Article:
“How the heck do we expect our students to actually learn math in these large lecturing conditions, which is basically impossible,” Chin said in his presentation at the meeting.

His computer and information sciences (ICS) department — where he is the chairman — has grown by 34 percent in the last three years in terms of student semester hours and number of majors.

“At this point we can’t simply add more seats to our classes anymore if they just all filled up. When you look at this page for ICS in a few months, you’ll find all of our classes will have wait lists,” he said. “So that’s what it means in real terms for both students and faculty when we don’t have the right budget model.”

Where revenues will go under this model

Chin said in his presentation that under this model, the campus’ income — general funds, tuition and Research, Training and Revolving Fund (RTRF) monies — would first go to the schools, colleges and organized research units; also called responsibility centers. The deans and directors would then be advised about their budgets by internal faculty committees.

All RTRF monies would return to the responsibility centers, providing incentive to increase the amount of research being done.

Tuition would include Outreach College fees, and undergraduate distribution would be based on student semester hours, majors and graduates. All differential and graduate tuition would return to the units that generate them, based on major count.

“We feel that if students are paying for this, their money should go purely for things that directly support their education,” Chin said.

This formula would incentivize schools and colleges to go out and recruit students, which according to Chin, is opposite of the current historically-based budget model.

“The current model, the more students you have, the more work it is for your faculty. The less attention you can give to the students in your class and the worse their experience will be,” he said. “So the incentive basically is to have fewer majors. If you get more majors, you don’t get any more money.”

An exemptions committee would review this formula and make exceptions to it.

General fund money, which comes from the state, would be distributed to the responsibility centers based on permanent personnel expenditures. According to Chin, general funds cover most of the campus’ personnel costs.

Units first, campus functions second

The schools, colleges and organized research units would then pay amounts proportional to their uses for direct costs – like utilities, personnel and supplies. They would also pay amounts proportional to their revenues to support cost centers — such as libraries, facilities, maintenance and administration — and taxes for strategic investments, buffering fast enrollment changes and the system.

Cost centers would be overseen by a committee of faculty, students and staff to determine their budgets, and this, according to Chin, gives an incentive to reduce administrative bloat.

“The more the cost center committee sends out to administration, the less colleges and schools have to spend themselves,” he said.

An advisory committee would oversee how taxes are given.

Further work ahead

Marguerite Butler, senate vice chair and an assistant biology professor, raised concerns whether there will be programs that cannot support themselves.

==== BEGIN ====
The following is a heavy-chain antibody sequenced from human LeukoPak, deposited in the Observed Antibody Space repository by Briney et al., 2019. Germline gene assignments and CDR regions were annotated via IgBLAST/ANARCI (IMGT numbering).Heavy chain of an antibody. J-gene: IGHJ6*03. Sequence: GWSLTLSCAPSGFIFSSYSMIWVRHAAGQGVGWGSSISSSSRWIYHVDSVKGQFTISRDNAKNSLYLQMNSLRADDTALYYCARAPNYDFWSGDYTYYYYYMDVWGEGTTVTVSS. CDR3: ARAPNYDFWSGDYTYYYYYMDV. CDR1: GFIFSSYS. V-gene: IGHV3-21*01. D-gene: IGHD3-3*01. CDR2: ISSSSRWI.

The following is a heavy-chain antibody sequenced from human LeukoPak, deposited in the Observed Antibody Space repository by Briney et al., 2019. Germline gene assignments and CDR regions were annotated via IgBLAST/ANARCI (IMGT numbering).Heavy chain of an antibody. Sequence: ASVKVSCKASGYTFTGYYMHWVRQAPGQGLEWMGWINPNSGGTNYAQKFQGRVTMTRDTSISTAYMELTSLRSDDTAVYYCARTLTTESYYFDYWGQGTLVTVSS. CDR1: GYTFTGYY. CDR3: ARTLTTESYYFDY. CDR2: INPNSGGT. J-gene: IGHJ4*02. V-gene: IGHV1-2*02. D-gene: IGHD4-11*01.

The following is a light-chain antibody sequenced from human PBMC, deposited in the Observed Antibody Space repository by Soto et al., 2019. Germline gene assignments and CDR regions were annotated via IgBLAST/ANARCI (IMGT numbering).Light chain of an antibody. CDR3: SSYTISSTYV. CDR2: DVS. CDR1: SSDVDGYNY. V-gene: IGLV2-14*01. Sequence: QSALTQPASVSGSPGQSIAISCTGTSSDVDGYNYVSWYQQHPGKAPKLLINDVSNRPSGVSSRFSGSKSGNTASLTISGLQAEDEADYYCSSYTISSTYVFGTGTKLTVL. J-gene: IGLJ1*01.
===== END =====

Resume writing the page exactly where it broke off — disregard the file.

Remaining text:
Chin said the committee would need to look at the numbers, though if units are harmed, it’s because they’re living beyond their means.

Instructional return to be part of chancellor’s budget model

Campus schools and colleges will soon see some of the tuition they bring in reflected in the pot of money they receive to operate and spend each year under Chancellor Robert Bley-Vroman’s budget model.

His model is based on the idea of instructional return – the idea that a portion of the money units bring in that relate to instruction should be returned to those units that do the teaching and graduate students, according to a memo he sent to campus members earlier today.

“It means that for every college, school, organized research unit, every budgetary unit gets an allocation. Part of that allocation is based on this return of tuition and it goes up and down as your instruction goes up and down,” Bley-Vroman said to Ka Leo.

Forty percent of tuition revenues – after 20 percent is first taken out to fund scholarships for the campus – will be allocated to units based on instructional load. For 2016-17, the 40 percent will be piloted with any additional tuition collected.

In addition, the law, business and medical schools will pilot a special method in the upcoming year where 70 percent of regular graduate tuition collected and 100 percent of differential tuition will return to the units that generate them.

The campus faculty senate is also working on a budget model that will be discussed at tomorrow’s meeting.

Check back in our April 25 issue for more information on the campus’ budget models. 

http://www.kaleo.org/news/instructional-return-to-be-part-of-chancellor-s-budget-model/article_dd417f24-06b3-11e6-8359-8735a3b50f31.html

DATA-DRIVEN FARMING

This article was published in the March 2016 issue. 

Inspiration: Farmers told Vincent Kimura they needed an affordable way to protect their crops and increase their yields. Once he had an idea to address that problem, he teamed with Ryan Ozawa, Isar Mostafanezhad and Justin Hedani to create the mobile and desktop app called Smart Yields. It is part of the latest cohort of Blue Startups’ companies.

To read more, go to: http://www.hawaiibusiness.com/data-driven-farming/

How these Hawai‘i youth work to prevent suicide

A majority of teens in the U.S. tell someone they are thinking about committing suicide – and University of Hawai‘i researchers are working to help others recognize the warning signs earlier.